The customer had asked us to make change to our system for next year. I had a lot of questions about the details of the change. I asked our requirements team a lot of questions. They did not have the answers, so they scheduled a meeting with the customer. A lot of people chimed in with their ideas before the meeting. Some people were trying to do some database design. I ignored most of this since we had not nailed down the customer requirements yet.
I was pleased when the technical advisor that works for the customer got on the conference call. He said we don’t have a lot of time in the schedule. And so he wanted us to make the changes, but to implement them all in code. He did not want any new database columns being created to hold intermediate values. He also did not want any existing database columns to be populated any differently.
During the meeting, the customer clarified the requirements very clearly. The technical advisor essentially made the impact to my team negligible. Only one back end developer needed to do the work. That’s the way project management should be. Without this guy’s direction, there would have been all kinds of database changes. And my team would have been required to implement them all. We are way too busy for any of that.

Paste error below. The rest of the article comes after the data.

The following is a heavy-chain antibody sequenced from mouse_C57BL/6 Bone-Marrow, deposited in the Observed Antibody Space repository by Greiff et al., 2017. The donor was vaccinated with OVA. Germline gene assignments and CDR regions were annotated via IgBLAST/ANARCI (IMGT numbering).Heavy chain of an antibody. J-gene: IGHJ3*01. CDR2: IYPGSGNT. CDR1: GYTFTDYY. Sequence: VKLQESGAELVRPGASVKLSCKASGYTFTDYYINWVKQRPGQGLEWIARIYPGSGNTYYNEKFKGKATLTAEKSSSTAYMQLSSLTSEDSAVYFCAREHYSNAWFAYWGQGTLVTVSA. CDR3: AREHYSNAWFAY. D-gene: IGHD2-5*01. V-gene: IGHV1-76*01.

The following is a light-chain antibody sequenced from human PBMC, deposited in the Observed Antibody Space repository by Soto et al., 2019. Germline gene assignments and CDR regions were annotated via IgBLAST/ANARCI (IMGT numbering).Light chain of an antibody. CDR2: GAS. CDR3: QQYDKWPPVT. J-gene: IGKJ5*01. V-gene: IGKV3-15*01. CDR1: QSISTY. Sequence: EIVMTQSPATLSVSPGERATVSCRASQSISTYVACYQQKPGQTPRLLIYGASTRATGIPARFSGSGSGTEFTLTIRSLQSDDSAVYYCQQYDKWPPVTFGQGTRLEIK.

I am not sure what we are going to do when this customer technical advisor retires next year. Maybe we can hire him to work for our company. He consistently helps cut the overhead and wasted efforts from our software development schedule. He also has the clout to make his decisions stick.
Netstat - I have been researching info on a utility called netstat. There is surprisingly not much said about it, other than the multiple options that it support. N...